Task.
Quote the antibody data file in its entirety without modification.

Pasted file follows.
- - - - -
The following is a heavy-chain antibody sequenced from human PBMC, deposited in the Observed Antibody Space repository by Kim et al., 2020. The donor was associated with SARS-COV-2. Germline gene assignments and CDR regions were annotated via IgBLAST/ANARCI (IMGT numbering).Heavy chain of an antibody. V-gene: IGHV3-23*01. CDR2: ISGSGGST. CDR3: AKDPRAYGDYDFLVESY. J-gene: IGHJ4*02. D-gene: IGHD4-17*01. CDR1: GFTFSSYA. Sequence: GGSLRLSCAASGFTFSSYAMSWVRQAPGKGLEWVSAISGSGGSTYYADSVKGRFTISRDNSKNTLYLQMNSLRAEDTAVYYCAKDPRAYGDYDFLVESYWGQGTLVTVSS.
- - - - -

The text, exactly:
The following is a heavy-chain antibody sequenced from human PBMC, deposited in the Observed Antibody Space repository by Kim et al., 2020. The donor was associated with SARS-COV-2. Germline gene assignments and CDR regions were annotated via IgBLAST/ANARCI (IMGT numbering).Heavy chain of an antibody. V-gene: IGHV3-23*01. CDR2: ISGSGGST. CDR3: AKDPRAYGDYDFLVESY. J-gene: IGHJ4*02. D-gene: IGHD4-17*01. CDR1: GFTFSSYA. Sequence: GGSLRLSCAASGFTFSSYAMSWVRQAPGKGLEWVSAISGSGGSTYYADSVKGRFTISRDNSKNTLYLQMNSLRAEDTAVYYCAKDPRAYGDYDFLVESYWGQGTLVTVSS.